It’s still irresponsible chatter to suggest that Russian president Vladimir Putin’s nine-day absence from public view is anything more serious than the flu.
But as Julia Ioffe wrote Saturday in The Washington Post, even if Putin’s absence is, as very likely, caused by something as mundane as the influenza epidemic currently sweeping through Moscow, it is becoming a more serious event because of the highly personalized system of Russian government where everything has become so micromanaged by Putin and his close allies. The longer Putin’s absence, the greater the chances of an internal coup or putsch, perhaps by the internal security forces, the siloviki, upon whose support Putin rose to power in the 2000s:
You can see why some in Russia are panicking right now—or veiling their discomfort in humor. It certainly doesn’t help that Putin’s disappearance comes at a particularly nervous time for the country. It is at war in Ukraine, its economy is shuddering under sanctions and historically low oil prices, and the opposition leader, Boris Nemtsov, was recently gunned down steps from the Kremlin. There is a sense in Moscow that the wheels are coming off. To Moscow’s chattering class, Putin’s disappearance confirms that impression.
Meanwhile, on Tuesday, in national elections, Israeli prime minister Benjamin Netanyahu’s center-right Likud (הַלִּכּוּד) is set to win fewer seats in Israel’s parliament, the Knesset (הכנסת) than the center-left Zionist Union (המחנה הציוני) of Labor Party leader Isaac Herzog and former justice minister Tzipi Livni. Though it’s too soon to write off a third consecutive mandate for Netanyahu, the March 17 vote is the toughest electoral fight for Netanyahu since he lost his first bid for reelection in 2001.
Even if Israeli president Reuven Rivlin, a former Likud speaker in the Knesset, convinces Likud and the Zionist Union to form a national unity coalition, polls show that Herzog, and not Netanyahu, would become prime minister. That would place deadening pressure on Netanyahu’s leadership of Likud, where capable replacements, such as former interior minister Gideon Sa’ar, are waiting in the wings.
Remarkably, that means that US president Barack Obama’s two most nettlesome rivals in international affairs could be sidelined in the course of the same week — or even the same day.
No matter what happens, Israel will certainly remain one of the chief US allies in the Middle East (and the world). It’s also likely that Russia’s posture toward the United States will, for the foreseeable future, lie in the wary space between hesitant ally and hostile enemy.
That’s not to say that either Putin or Netanyahu are more dangerous than brutal jihadist leaders or repressive dictators throughout the world. That’s not to say that even the Obama administration can’t have good relationships with Russian officials (such as the rapport that Obama developed with Putin’s prime minister and former president Dmitry Medvedev) or with Israeli officials (such as the close ties between Livni and US secretary of state John Kerry).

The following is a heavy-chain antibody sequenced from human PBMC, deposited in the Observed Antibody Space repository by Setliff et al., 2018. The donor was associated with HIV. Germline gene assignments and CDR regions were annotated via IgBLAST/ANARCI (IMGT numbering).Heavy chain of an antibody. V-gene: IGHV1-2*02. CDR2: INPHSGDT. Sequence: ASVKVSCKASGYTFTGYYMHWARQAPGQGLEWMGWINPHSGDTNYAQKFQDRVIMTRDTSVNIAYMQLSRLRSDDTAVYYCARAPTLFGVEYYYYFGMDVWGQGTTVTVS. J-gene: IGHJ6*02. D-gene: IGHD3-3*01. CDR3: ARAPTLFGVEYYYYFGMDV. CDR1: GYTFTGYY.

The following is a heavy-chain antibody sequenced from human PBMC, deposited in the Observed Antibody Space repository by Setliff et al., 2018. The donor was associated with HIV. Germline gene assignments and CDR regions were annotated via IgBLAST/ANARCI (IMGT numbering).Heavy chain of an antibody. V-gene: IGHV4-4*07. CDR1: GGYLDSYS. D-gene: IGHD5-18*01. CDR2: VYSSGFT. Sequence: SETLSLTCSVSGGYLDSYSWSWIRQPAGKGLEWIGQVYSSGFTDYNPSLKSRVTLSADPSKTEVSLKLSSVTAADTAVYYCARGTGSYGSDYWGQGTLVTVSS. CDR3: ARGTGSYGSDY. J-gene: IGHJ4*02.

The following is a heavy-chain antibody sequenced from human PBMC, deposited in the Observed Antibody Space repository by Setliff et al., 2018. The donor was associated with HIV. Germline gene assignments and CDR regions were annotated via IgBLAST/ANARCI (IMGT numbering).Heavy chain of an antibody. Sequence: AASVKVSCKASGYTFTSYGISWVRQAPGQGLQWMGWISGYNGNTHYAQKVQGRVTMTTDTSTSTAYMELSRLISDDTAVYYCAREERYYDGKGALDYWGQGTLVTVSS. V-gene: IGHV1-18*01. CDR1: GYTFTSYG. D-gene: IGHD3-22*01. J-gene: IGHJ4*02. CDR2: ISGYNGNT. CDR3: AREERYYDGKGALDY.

In strategic terms, however, Putin and Netanyahu have been the two world leaders that have given the White House the most trouble, especially in Obama’s second term. Not only has Netanyahu opposed the Obama administration’s efforts to reach a deal on Iran’s nuclear energy program, Netanyahu has been hostile to Kerry’s aborted attempts at reviving the Israeli-Palestinian peace process. His government’s decision to launch a military offensive in Gaza last summer in response to Hamas provocations met with an uproar of global criticism of Israeli callousness to civilian casualties, with plenty of blowback for the United States, which provides Israel with much of its military and political support.
Six years after former US secretary of state Hillary Rodham Clinton tried to hit the ‘reset’ button with Russia, the Obama administration has been drawn into a new Cold War dynamic with Putin. The annexation of Ukraine’s Crimean peninsula and Russian involvement in the separatist movements in eastern Ukraine have heightened tensions between Russia and the United States (and Europe) to levels not seen since before the fall of the Soviet Union. Though the Putin-brokered deal for international experts to remove Syria’s chemical weapons has generally been a success, Putin is widely seen as having outmaneuvered the Obama administration over its Syria policy.
If Putin’s absence does augur something more serious than a fleeting illness, his successor might be even worse for Russia and bilateral relations — a more aggressive, more nationalist 21st century czar. Netanyahu’s fall could trigger the rise of a more hardline leader on the Israeli right, such as Naftali Bennett, who makes Netanyahu look like a dove on Iran, Gaza, the peace process and Israeli settlements.
Though it’s still very much unlikely that both Putin and Netanyahu will fall from power this week, there’s a lot of nervous tension this weekend in Jerusalem, Moscow and Washington, and the uncertainty is a reminder that ‘black swan’ events can often rupture longstanding assumptions about foreign policy.